Players saying positive things ...

BILL LANKHOF -- Sun Media

, Last Updated: 8:30 AM ET

The Maple Leafs were searching deep and long last night not to find a discouraging word.

Mention was made of Alexei Ponikarovsky's game-tying goal with less than 10 ticks left on the clock.

"It's a good bonus point," said Nik Antropov, who had another strong game.

Paul Maurice said he liked the goaltending and Vesa Toskala did look good with acrobatic stops on Bryan Little, Vyacheslav Kozlov and Eric Perrin.

Hal Gill even scored a goal, and it wasn't on his own netminder. So the defence was better.

"We make smart decisions, our goalies have been playing great, we had opportunities," Jason Blake said.

And, then, from the deep within the inner sanctum of the Leafs dressing room someone dropped a loud F-bomb that dripped of exasperation.

One word, and it said it all. In the final analysis whatever this team did better last night it still wasn't good enough to beat the team with the worst record in the NHL as the Atlanta Thrashers scored a 5-4 shootout win.

"We got a point but this is a game we wanted to win," said a disappointed Blake, "but it didn't happen. We need to turn it around and we need to turn it around quick."

After eight of 10 games at home, the team heads out on what looks like a road to nowhere.

"I don't know what to say, that was two teams battling with confidence," said Sundin, who once again was a star in a dark galaxy for Toronto.

Everyone is searching for answers. Said coach Paul Maurice yesterday morning: "We've done a good job ... I like the way we've been practising."

Maybe the league could start handing out a point for teams who practice well. It might be the only way the Maple Leafs can find a way into the playoffs.

This team has more gaps than a hockey player's smile. And one of the biggest has been the space between some of their ears.

Going into last night's game the Leafs had played short-handed 61 times - most in the NHL. Atlanta, in comparison, has been short-handed 48 times.

"Most of those penalties weren't on the forecheck. They were on plays where we lost the puck and were trying to get back possession. Guys are trying so hard to get the puck back, you reach and with the stick penalties today you can't get away with those anymore," Chad Kilger said.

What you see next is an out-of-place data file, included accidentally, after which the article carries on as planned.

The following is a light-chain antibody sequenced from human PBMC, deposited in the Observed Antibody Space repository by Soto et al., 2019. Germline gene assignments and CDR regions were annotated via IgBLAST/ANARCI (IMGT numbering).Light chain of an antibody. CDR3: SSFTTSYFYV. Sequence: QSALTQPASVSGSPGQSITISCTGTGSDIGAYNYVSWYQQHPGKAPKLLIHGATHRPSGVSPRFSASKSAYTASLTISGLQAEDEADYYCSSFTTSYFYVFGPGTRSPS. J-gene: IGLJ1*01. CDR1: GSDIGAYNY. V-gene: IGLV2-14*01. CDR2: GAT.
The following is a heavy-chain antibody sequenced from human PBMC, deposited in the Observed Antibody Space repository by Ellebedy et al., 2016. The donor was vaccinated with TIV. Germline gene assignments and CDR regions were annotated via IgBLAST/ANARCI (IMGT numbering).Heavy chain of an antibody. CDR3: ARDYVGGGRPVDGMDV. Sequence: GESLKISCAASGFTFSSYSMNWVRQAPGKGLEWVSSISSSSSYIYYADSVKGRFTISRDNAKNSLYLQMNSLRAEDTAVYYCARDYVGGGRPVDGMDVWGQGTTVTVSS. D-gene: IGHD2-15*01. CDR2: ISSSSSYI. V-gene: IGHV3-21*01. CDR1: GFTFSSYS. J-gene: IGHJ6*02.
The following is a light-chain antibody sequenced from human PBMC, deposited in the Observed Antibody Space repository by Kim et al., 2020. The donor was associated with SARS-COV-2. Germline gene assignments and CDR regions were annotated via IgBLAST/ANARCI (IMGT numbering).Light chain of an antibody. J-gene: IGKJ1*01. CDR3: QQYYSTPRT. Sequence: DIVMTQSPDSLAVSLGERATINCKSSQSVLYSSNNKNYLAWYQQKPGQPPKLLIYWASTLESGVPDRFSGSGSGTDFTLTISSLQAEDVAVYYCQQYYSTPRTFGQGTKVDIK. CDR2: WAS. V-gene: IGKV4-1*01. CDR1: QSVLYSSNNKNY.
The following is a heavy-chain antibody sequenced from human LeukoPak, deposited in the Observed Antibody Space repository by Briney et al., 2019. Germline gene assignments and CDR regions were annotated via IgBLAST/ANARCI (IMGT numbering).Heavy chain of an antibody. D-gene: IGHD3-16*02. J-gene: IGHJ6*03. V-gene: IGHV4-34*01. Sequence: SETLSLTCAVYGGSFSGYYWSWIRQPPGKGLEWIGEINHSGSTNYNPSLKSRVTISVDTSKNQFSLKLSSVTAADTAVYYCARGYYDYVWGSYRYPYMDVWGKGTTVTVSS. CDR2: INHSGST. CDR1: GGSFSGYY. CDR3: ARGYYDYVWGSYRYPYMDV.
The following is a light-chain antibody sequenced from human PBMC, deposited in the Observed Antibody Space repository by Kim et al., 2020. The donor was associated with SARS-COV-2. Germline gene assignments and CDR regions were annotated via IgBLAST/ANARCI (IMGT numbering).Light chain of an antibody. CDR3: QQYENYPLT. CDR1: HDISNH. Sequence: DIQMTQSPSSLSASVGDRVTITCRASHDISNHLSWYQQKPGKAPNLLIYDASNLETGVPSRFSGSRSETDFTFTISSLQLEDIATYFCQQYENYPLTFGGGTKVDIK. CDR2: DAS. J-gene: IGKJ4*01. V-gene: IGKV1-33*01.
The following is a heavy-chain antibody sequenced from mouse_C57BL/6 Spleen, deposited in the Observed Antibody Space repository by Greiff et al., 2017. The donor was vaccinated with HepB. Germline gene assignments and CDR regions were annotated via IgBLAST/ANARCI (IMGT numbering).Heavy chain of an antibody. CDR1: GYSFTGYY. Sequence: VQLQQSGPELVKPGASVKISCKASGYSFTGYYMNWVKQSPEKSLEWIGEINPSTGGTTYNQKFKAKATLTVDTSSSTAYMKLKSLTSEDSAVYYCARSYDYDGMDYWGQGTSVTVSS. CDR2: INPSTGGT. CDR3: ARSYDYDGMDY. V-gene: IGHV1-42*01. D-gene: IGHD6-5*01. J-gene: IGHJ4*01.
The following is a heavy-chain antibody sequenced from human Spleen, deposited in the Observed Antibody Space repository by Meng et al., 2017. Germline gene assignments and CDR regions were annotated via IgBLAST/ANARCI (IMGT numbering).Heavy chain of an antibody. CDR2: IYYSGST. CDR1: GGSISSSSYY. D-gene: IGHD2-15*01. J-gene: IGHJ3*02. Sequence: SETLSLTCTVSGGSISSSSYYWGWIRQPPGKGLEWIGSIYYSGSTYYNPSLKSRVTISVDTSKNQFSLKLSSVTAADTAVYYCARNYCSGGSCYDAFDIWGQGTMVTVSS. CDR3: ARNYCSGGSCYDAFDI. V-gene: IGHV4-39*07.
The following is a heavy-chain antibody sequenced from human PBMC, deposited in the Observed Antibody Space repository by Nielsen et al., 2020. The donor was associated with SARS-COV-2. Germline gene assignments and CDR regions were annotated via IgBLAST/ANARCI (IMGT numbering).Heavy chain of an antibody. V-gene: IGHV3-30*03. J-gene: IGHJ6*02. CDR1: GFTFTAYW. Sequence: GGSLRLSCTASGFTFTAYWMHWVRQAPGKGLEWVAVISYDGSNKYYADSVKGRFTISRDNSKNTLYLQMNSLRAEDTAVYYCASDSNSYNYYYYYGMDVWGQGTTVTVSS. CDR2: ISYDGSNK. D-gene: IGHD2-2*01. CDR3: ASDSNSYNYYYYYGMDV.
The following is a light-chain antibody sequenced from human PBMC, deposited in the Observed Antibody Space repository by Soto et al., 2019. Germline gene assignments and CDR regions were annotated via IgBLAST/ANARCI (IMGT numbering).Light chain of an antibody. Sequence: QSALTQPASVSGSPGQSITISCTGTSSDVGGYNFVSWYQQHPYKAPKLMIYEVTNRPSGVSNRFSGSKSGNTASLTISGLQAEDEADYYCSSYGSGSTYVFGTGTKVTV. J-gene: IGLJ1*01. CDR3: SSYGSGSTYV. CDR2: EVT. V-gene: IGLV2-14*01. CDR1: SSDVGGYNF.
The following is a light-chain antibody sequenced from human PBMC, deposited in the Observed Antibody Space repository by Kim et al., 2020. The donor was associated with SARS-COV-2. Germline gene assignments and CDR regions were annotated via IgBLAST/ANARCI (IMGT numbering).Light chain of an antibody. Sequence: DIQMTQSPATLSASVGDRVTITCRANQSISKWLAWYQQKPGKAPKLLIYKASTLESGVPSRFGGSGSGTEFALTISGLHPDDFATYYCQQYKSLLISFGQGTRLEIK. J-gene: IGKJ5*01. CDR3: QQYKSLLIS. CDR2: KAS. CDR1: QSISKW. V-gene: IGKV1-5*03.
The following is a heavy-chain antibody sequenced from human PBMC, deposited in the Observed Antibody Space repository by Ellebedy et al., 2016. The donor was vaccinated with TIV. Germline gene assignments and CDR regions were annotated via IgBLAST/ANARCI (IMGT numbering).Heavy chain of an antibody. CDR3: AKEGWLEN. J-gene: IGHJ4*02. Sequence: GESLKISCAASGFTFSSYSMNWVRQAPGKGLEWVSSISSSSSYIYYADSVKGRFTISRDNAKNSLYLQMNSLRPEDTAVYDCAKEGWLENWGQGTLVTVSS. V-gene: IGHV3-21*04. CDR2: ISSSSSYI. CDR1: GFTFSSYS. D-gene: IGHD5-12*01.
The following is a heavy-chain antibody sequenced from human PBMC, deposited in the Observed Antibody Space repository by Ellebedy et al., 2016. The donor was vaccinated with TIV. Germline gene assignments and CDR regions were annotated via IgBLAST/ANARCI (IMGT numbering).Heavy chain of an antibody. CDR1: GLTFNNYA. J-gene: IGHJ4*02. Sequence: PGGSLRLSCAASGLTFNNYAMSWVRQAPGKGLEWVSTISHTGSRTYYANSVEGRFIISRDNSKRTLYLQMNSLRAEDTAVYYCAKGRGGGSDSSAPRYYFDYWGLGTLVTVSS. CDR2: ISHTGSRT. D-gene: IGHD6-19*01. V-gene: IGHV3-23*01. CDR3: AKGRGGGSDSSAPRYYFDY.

So what happens last night? They take five penalties, all for stick infractions. They let Ilya Kovalchuk run around the ACC like he owned the place; then in typical Jekyll-and-Hyde fashion completely dominated the final two minutes. The Thrashers couldn't get the puck out of their zone and Ponikarovsky finally poked it in from a mad scramble.

This is a team that has lost its strut. They couldn't find confidence in a dictionary. Coughing up two-goal leads three times can do that to a team - and last night wasn't a lot of help.

"We didn't win the game and that's what it boils down too," Blake said.

This is a team that is on the fringe of self-loathing.

"On a personal level, every guy feels responsible ... that you could've done better," Kilger said after a practice earlier this week.

With eight games off the home schedule now they have been feeling all the love at the ACC of a guy who shows up at home on his anniversary, walks in the door empty-handed and asks: "What's for dinner?"

Last night the Leafs forgot to duck with Kovalchuk dooming them to their fifth loss when Steve McCarthy broke up a three-on-one in overtime. The Thrashers are built for shootouts. Toronto? Not so much.

A loss last night was unthinkable.

Said Blake before the game: "It's way too early to push the panic button. Teams go through this every year. There's teams that lose eight, 10 in a row and they still make the playoffs and do really well. We're going to be fine."

Of course, that's what they said about the Titanic, too.

"We're playing great in spurts," said Blake when it was over, "and we have to play great the whole game. I don't know why that is and I don't know how we fix it."


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